The trend towards smart cities is moving at a rapid pace, but who benefits from all the digital solutions and who ends up being left behind? These are some of the issues being investigated by international researchers at Malmö University.

Smart cities can have everything from sensors that record how people move in traffic and surveillance cameras, to various digital platforms such as Uber and electric scooters. Data collection increases the understanding of how different functions are used and how it affects the city. It can serve as a basis for urban planning, but also be about purely commercial interests where multinational companies can survey markets all over the world.

Not everyone can use digital resources.

Carina Listerborn

“Smart cities have become a mantra and a feather in the cap for city planners. Various products are purchased, and the information collected about the population risks becoming part of a kind of privatisation. The risk is that we lose transparency,” says Carina Listerborn, professor of urban planning at Malmö University who recently organised the conference, Beyond Smart Cities Today: Power, Justice and Resistance.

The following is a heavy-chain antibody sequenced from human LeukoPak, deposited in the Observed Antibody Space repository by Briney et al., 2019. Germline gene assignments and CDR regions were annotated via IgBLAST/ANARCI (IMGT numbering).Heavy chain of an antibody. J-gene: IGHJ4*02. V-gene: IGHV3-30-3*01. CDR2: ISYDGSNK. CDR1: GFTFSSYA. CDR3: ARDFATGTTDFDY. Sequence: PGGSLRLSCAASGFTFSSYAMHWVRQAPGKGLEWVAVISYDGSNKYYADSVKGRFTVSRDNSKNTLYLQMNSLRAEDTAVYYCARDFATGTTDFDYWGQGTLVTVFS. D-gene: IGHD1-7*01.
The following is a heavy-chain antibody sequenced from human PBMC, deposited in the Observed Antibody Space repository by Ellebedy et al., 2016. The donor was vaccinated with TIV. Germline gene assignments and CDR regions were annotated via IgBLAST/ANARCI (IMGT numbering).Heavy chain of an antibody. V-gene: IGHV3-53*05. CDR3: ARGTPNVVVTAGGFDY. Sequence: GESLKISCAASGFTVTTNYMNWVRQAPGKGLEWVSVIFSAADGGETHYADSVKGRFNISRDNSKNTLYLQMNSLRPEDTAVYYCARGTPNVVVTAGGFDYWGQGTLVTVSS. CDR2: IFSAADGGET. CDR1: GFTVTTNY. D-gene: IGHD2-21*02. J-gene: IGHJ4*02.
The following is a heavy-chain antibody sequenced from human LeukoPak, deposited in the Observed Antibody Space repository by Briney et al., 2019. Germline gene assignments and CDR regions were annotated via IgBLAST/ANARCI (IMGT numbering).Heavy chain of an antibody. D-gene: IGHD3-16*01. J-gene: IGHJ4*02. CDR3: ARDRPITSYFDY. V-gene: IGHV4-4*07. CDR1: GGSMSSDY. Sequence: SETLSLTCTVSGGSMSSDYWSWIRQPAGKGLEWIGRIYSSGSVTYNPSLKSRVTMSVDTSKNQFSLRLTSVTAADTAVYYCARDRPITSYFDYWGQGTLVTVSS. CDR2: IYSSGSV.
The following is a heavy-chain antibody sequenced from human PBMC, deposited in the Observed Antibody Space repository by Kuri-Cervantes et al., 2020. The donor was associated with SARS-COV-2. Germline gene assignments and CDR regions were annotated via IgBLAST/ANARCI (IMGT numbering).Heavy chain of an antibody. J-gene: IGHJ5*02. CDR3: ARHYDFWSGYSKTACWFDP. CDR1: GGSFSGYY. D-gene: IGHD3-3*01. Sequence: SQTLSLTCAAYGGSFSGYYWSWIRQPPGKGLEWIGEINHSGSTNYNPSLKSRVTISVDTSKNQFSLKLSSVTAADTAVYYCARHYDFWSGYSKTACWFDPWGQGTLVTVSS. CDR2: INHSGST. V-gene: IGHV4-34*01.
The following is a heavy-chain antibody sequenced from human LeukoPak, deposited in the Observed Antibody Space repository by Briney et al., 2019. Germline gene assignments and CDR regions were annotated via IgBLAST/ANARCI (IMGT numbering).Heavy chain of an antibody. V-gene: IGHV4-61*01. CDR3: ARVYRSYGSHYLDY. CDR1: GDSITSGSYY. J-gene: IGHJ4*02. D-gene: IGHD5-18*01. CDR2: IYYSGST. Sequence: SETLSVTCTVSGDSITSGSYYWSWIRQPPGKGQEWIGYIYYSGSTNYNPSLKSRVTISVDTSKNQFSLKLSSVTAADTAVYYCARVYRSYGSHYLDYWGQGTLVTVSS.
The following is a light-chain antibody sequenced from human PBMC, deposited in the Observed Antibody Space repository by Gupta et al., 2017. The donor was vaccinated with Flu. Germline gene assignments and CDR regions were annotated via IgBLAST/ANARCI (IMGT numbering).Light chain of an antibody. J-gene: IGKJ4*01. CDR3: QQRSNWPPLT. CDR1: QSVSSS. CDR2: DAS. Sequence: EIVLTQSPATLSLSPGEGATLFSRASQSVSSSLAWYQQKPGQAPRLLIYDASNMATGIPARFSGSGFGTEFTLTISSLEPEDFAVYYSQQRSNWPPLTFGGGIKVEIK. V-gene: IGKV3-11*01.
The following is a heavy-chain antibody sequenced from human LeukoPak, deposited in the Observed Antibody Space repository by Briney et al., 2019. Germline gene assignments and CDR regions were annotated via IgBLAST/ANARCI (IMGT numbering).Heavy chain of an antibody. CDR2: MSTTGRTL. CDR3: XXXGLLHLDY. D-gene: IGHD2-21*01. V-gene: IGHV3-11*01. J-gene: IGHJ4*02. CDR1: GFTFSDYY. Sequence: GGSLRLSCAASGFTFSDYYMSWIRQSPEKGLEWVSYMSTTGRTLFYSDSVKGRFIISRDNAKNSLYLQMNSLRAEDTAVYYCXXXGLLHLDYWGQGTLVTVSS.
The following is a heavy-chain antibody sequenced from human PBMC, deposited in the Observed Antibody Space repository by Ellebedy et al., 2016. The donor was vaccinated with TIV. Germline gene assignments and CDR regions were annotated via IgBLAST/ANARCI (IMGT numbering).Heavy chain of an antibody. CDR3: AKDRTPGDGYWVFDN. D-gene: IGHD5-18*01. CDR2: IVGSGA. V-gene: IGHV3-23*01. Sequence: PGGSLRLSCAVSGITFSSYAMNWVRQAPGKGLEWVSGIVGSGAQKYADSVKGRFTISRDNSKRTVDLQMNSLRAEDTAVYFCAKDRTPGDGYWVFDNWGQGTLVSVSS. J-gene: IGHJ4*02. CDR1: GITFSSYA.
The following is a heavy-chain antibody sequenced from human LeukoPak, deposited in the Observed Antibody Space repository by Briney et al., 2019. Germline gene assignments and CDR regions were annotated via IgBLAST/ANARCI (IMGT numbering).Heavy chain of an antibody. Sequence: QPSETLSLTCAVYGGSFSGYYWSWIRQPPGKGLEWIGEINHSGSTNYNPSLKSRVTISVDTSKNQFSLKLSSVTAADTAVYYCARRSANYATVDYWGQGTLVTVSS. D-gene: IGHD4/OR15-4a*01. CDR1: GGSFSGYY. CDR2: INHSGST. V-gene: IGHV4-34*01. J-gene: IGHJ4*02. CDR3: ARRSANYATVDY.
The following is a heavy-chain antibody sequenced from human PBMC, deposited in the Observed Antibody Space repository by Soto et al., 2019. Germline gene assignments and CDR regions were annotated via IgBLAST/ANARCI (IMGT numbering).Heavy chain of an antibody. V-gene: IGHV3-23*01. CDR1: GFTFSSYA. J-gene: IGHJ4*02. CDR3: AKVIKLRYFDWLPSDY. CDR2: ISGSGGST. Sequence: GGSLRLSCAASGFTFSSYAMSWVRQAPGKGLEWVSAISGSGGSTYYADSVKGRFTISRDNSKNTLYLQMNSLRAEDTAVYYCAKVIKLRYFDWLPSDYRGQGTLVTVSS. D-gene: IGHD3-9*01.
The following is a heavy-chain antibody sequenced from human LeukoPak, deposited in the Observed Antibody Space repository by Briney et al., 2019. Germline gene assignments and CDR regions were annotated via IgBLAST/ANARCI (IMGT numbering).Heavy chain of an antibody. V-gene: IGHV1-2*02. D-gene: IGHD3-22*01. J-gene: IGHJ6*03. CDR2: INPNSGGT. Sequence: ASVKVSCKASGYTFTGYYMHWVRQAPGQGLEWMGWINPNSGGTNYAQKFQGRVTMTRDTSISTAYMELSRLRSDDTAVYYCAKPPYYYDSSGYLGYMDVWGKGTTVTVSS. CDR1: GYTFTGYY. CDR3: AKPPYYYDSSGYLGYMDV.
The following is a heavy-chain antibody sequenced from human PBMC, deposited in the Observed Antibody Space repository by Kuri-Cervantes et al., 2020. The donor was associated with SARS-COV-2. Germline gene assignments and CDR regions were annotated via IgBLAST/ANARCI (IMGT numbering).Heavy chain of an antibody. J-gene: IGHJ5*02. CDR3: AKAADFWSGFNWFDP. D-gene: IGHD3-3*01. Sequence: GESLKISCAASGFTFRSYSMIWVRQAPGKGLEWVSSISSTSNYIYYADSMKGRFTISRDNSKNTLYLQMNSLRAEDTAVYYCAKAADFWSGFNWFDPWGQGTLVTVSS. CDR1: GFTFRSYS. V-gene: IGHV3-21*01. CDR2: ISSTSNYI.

Smart cities obviously do not provide the answers to environmental issues, segregation or the need for affordable housing, says Listerborn. She emphasises that it is not a matter of opposing the idea as such – "technology is neither good nor evil" – but that one must be aware of the power it gives to those who have the tool in their hands and to highlight that certain groups are excluded in the rapid development.

“Not everyone can use digital resources. For example, the elderly may find it difficult to travel by public transport, and there is a risk that some groups are monitored more than others. It is easy to just get carried away, sometimes we have the technology ready before we know the issue that we want the technology to solve,” says Listerborn.

The solutions are often given from an engineering perspective that may not include all aspects, she says. When the electric scooters arrived, there were no regulations in place; cities could not say no to them, and traffic rules were not considered.

“We need to put more social science perspectives on the development of smart cities and question who has the power over technological development. Who owns the question?,” adds Listerborn.

Text: Magnus Jando & Adrian Grist